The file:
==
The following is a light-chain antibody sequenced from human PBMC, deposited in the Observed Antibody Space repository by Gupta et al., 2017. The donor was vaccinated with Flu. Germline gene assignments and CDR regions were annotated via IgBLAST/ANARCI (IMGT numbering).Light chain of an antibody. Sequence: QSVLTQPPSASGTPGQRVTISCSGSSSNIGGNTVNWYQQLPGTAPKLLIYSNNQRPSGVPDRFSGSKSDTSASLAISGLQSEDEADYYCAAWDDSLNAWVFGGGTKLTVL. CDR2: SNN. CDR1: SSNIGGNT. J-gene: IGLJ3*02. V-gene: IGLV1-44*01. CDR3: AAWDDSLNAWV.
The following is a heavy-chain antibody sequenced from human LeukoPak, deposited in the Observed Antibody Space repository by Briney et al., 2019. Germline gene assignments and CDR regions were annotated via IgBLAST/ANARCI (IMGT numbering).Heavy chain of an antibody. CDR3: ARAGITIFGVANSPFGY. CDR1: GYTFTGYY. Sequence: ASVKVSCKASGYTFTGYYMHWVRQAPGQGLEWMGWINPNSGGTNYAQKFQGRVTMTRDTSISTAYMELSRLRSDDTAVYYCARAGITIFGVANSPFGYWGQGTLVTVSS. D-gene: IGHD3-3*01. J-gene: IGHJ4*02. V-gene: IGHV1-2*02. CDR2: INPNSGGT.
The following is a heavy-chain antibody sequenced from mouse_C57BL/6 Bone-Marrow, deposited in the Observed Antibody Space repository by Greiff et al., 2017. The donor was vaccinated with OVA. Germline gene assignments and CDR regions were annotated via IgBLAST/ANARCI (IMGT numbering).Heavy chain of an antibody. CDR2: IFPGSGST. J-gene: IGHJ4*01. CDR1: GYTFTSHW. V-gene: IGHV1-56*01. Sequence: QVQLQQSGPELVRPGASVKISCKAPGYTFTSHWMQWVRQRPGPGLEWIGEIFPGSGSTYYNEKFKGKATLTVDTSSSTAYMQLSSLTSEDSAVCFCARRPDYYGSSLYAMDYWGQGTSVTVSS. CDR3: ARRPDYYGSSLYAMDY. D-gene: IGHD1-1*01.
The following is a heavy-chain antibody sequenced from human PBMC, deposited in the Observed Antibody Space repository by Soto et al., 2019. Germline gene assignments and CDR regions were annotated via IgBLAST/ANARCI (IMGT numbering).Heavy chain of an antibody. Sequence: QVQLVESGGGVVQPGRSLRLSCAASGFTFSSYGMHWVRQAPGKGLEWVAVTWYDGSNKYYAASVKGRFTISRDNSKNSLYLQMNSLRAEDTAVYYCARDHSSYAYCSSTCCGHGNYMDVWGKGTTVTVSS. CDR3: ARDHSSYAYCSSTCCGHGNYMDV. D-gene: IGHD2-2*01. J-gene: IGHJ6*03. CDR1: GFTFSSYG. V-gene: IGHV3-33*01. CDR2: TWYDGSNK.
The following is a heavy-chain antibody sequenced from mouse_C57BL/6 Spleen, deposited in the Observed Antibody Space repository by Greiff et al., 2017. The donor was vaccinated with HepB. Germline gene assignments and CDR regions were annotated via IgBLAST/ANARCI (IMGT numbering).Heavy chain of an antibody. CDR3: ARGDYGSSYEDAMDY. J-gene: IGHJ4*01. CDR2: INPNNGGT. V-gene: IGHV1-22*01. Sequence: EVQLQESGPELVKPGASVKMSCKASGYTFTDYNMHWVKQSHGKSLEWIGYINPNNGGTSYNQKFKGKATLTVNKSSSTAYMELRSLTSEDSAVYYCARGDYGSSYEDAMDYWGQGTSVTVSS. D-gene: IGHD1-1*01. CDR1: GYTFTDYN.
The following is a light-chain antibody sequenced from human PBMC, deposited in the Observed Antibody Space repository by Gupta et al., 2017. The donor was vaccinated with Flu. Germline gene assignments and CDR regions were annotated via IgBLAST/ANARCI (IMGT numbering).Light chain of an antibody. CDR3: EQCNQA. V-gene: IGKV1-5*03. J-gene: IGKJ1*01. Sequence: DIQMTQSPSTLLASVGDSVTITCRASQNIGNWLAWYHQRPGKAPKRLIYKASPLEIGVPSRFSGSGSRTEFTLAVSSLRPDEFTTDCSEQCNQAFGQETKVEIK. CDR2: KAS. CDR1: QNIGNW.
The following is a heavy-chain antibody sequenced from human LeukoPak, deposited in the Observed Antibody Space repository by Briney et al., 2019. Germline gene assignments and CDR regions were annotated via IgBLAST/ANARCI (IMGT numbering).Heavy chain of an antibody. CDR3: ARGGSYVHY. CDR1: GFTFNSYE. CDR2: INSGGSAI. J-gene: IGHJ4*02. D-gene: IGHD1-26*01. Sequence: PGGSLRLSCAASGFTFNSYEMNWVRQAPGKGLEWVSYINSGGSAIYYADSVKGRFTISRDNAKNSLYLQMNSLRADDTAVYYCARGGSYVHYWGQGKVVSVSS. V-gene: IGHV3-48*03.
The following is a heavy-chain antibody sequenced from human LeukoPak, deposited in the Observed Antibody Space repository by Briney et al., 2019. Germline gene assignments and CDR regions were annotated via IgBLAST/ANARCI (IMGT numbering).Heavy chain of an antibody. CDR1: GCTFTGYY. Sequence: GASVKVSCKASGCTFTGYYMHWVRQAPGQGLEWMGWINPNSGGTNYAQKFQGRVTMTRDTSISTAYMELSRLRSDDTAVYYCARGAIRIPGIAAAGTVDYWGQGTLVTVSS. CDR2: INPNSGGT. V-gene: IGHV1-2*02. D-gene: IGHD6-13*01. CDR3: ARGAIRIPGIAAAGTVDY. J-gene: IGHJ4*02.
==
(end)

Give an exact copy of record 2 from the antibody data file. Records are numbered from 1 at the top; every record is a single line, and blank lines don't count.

The following is a heavy-chain antibody sequenced from human LeukoPak, deposited in the Observed Antibody Space repository by Briney et al., 2019. Germline gene assignments and CDR regions were annotated via IgBLAST/ANARCI (IMGT numbering).Heavy chain of an antibody. CDR3: ARAGITIFGVANSPFGY. CDR1: GYTFTGYY. Sequence: ASVKVSCKASGYTFTGYYMHWVRQAPGQGLEWMGWINPNSGGTNYAQKFQGRVTMTRDTSISTAYMELSRLRSDDTAVYYCARAGITIFGVANSPFGYWGQGTLVTVSS. D-gene: IGHD3-3*01. J-gene: IGHJ4*02. V-gene: IGHV1-2*02. CDR2: INPNSGGT.